James Hone: Approaching the Intrinsic Limit in Transition Metal Dichalcogenide van der Waals Heterostructures

posted 1 May 2019, 07:27 by Peter Boggild
Studying the intrinsic behavior 2D materials requires attention to both external and internal sources of disorder. This talk will first review the techniques used to create clean heterostructures with hBN to reduce environmental disorder. In graphene, ten years of progress has led to device performance now rivaling he highest-quality GaAs-based heterostructures.  Semiconducting transition metal dichalcogenides (TMDs) also benefit from hBN encapsulation but are limited by atomic defects.  The types and density of atomic defects in TMDs will be reviewed, as well as progress in synthesis of TMDs with dramatically lower defect density.  Combining higher crystal quality and clean encapsulation allows observation of greatly enhanced optical properties, including near-unity photoluminescence quantum yield, and long excited-state lifetime in TMD heterostructures. In addition, electronic transport measurements show improved carrier mobility and reveal many new details of the Landau spectra, including observation of fractional quantum Hall states in monolayer TMDs.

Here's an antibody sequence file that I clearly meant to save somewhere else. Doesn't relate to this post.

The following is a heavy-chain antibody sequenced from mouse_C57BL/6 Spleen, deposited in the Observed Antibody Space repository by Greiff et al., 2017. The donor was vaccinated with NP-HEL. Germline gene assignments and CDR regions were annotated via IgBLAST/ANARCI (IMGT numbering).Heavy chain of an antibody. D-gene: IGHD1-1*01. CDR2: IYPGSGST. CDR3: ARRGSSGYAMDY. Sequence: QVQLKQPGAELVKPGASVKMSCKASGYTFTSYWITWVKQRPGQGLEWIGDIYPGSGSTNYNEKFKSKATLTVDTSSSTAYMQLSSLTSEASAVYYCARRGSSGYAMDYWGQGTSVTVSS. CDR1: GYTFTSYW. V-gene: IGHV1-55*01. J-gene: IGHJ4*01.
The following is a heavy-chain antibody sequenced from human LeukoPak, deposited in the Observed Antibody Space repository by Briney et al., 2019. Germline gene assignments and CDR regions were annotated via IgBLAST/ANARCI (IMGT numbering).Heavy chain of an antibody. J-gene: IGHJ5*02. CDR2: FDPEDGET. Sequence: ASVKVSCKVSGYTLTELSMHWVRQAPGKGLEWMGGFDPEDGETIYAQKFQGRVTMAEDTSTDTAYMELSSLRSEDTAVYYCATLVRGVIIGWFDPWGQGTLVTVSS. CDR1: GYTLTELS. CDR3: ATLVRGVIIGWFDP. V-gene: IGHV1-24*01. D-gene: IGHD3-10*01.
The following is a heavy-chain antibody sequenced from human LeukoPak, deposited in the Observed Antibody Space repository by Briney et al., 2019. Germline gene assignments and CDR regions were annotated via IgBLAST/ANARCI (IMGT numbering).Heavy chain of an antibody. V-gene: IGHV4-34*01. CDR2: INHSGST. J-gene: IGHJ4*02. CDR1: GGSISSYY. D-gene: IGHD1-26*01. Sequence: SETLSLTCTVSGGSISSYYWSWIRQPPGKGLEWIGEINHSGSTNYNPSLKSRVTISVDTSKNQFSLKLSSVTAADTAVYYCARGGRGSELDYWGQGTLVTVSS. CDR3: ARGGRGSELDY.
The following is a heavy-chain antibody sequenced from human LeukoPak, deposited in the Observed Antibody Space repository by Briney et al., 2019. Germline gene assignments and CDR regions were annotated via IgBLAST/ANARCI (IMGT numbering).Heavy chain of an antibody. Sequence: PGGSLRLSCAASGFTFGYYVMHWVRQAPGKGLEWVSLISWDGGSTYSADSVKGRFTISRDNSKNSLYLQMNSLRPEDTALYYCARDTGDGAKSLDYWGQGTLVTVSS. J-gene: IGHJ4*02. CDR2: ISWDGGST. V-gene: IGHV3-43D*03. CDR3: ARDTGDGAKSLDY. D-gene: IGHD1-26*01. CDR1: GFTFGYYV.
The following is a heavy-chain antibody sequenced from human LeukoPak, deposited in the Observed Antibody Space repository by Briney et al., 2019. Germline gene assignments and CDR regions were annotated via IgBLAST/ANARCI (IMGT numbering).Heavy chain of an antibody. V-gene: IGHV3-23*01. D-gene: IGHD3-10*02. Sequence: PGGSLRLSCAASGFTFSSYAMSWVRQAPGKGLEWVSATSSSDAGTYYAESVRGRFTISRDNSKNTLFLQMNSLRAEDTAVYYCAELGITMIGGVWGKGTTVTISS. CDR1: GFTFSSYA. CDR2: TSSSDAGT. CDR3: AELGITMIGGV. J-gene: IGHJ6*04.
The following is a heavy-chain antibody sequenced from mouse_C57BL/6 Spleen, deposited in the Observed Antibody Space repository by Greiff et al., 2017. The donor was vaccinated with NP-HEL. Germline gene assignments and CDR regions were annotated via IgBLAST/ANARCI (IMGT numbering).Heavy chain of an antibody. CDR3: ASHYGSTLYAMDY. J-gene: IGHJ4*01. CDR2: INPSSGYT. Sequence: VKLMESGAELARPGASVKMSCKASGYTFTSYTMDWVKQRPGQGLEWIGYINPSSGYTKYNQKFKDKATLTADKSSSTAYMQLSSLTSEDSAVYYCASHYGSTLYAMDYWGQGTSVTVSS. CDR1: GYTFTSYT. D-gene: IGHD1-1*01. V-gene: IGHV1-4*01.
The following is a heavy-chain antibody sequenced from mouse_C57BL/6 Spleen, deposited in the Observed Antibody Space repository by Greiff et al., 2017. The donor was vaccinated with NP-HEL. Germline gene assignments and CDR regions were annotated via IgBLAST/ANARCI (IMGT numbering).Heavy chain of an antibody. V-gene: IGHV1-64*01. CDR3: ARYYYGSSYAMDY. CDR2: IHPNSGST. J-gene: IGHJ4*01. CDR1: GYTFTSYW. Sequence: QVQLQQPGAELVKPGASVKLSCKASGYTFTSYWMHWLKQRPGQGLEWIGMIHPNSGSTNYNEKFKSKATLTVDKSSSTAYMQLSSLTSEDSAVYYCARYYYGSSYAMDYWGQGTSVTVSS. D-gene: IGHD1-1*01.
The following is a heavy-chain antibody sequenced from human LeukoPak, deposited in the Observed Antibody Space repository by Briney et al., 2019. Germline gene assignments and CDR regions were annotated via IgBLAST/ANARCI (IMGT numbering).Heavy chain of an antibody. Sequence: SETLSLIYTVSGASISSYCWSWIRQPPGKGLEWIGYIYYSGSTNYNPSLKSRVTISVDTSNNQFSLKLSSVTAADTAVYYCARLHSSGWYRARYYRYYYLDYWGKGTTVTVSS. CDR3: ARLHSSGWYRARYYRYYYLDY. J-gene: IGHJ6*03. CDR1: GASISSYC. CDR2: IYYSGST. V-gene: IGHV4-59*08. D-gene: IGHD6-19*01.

James Hone is currently Wang Fong-Jen Professor of Mechanical Engineering at Columbia University, and director of PAS3, Columbia’s Materials Science Research and Engineering Center (MRSEC).  He received his BS in physics from Yale in 1990, and PhD in experimental condensed matter physics from UC Berkeley in 1998, and did postdoctoral work at the University of Pennsylvania and Caltech, where he was a Millikan Fellow.  He joined the Columbia faculty in 2003.